Remember that one "Friends" episode where Rachel tells Ross that she's pregnant and Ross gets mad because they used a condom and he calls the manufacturer and yells at them?
Now, granted, a sitcom isn't the best, or even in the top fifty best, ways to learn about sex, but I still thought that episode was one of the least responsible things a sitcom had said about sex since Seinfeld said pastrami was the sexiest of the salted, cured meats.
The truth is that condoms are highly effective -- a less than 2% failure rate, compared with 4% pregnancy rates for people who use "withdrawal" method, and way better than not using condoms at all.
Plus, condoms -- unlike other birth control methods -- help reduce the risk of getting a sexually-transmitted disease, and no matter how well you know or think you know the other person, you can't be sure they are disease-free until they've been tested and proven that they're trustworthy and aren't fooling around on you.
Which is why I got so upset at the Friends episode: Seemingly responsible (Ross and Rachel used a condom!) it actually was irresponsible (But they still got pregnant!) thereby continuing the idea in some people that condom use is ineffective and therefore not necessary.
That, combined with the "if you tell kids about condoms you're encouraging them to have sex" is one of the most pernicious lies around.
Saying that "telling kids how to have safe sex" encourages them to have sex is like saying "telling kids fried food isn't good for you" encourages them to eat: Sex, like eating, is a basic drive people have and they're going to do those things, whether or not you parents want them to. Nobody says anything like "we shouldn't tell kids how to eat healthy, because that will encourage them to eat more!", and the truth is that since kids will have sex in their life at some point -- 15, or 18, or 47 -- they ought to learn how to have it safely.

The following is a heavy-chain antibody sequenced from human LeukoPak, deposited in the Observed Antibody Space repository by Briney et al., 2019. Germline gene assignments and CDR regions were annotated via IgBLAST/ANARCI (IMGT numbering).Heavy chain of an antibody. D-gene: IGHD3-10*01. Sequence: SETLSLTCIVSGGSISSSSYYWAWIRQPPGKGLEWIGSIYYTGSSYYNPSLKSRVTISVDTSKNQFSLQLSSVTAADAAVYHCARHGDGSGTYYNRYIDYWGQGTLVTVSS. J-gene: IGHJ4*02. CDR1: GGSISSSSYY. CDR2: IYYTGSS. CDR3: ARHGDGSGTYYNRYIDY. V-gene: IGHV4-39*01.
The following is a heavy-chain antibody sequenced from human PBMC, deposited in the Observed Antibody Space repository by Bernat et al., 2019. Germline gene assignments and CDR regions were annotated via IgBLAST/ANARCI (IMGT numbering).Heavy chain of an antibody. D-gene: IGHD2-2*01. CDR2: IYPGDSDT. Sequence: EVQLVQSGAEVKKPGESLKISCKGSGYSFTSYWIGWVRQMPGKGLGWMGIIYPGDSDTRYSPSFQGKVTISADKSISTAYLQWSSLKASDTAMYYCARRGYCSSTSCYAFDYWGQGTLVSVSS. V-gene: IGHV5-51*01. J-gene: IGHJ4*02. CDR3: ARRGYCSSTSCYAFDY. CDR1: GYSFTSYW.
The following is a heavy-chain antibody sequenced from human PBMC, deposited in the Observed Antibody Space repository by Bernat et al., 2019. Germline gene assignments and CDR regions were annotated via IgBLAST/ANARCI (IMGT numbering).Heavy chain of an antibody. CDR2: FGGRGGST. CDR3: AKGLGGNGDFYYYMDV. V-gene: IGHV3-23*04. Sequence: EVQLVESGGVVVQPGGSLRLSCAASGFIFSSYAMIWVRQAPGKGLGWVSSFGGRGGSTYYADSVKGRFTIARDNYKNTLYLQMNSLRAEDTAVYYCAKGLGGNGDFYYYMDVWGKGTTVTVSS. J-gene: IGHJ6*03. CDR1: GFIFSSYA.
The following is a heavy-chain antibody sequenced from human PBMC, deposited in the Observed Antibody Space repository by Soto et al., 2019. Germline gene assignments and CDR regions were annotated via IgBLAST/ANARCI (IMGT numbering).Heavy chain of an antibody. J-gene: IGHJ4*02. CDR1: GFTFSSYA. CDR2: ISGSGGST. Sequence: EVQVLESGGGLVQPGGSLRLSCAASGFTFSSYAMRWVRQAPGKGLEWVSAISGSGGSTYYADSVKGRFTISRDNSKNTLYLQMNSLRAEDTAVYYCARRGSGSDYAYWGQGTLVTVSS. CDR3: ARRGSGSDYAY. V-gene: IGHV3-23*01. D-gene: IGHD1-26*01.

And emphasizing that condoms fail (rarely) would be like emphasizing that helmets fail. Some people die in accidents even though they had a helmet on; would you tell kids don't wear a helmet when you ride a bike because of that? No.
We've always been upfront about sex with our kids: We've answered their questions, and emphasized to them that sex is a big decision that's best left for when they're adults and in committed relationships -- but that whenever they have sex, they use protection like condoms.
And now condoms are easier to get than ever -- there are even companies that sell them over the Internet, delivering them discreetly and privately, so kids don't have to worry that the cashier at the grocery store will embarrass them. (The links in this post will lead you to the premiere Internet source for that.)